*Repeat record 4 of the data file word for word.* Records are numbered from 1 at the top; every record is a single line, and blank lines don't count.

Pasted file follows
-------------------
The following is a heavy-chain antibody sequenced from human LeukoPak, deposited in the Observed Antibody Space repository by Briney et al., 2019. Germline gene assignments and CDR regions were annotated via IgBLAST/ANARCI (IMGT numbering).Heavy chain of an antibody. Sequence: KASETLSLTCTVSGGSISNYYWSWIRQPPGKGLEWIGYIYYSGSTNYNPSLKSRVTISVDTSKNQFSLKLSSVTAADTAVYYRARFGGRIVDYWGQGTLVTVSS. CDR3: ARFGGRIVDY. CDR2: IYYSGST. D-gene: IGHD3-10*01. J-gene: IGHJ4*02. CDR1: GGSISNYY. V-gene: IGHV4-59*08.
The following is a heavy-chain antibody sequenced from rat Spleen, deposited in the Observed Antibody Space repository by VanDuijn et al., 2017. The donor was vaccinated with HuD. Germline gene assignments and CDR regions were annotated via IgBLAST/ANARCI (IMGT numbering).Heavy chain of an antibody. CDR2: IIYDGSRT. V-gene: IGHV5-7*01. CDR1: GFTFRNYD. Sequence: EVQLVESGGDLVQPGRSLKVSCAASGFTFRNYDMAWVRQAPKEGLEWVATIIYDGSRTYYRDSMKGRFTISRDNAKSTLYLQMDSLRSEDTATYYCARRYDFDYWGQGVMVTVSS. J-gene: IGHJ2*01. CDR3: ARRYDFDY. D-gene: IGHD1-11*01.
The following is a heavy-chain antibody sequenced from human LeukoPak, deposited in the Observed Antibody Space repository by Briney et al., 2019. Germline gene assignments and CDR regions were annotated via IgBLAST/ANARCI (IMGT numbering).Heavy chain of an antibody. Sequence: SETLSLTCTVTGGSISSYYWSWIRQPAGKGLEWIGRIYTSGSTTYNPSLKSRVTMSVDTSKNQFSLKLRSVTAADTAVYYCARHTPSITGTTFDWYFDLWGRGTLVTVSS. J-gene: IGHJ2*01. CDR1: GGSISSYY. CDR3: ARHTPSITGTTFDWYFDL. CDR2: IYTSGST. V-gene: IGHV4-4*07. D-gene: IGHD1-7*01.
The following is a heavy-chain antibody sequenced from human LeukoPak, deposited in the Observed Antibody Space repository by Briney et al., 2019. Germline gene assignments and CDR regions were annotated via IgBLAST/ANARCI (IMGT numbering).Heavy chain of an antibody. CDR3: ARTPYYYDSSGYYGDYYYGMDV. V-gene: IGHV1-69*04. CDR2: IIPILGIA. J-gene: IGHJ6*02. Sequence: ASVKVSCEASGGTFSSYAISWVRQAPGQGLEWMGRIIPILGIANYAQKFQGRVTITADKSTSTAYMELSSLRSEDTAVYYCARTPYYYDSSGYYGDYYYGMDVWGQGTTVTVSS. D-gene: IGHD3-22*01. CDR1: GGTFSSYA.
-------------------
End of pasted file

The following is a heavy-chain antibody sequenced from human LeukoPak, deposited in the Observed Antibody Space repository by Briney et al., 2019. Germline gene assignments and CDR regions were annotated via IgBLAST/ANARCI (IMGT numbering).Heavy chain of an antibody. CDR3: ARTPYYYDSSGYYGDYYYGMDV. V-gene: IGHV1-69*04. CDR2: IIPILGIA. J-gene: IGHJ6*02. Sequence: ASVKVSCEASGGTFSSYAISWVRQAPGQGLEWMGRIIPILGIANYAQKFQGRVTITADKSTSTAYMELSSLRSEDTAVYYCARTPYYYDSSGYYGDYYYGMDVWGQGTTVTVSS. D-gene: IGHD3-22*01. CDR1: GGTFSSYA.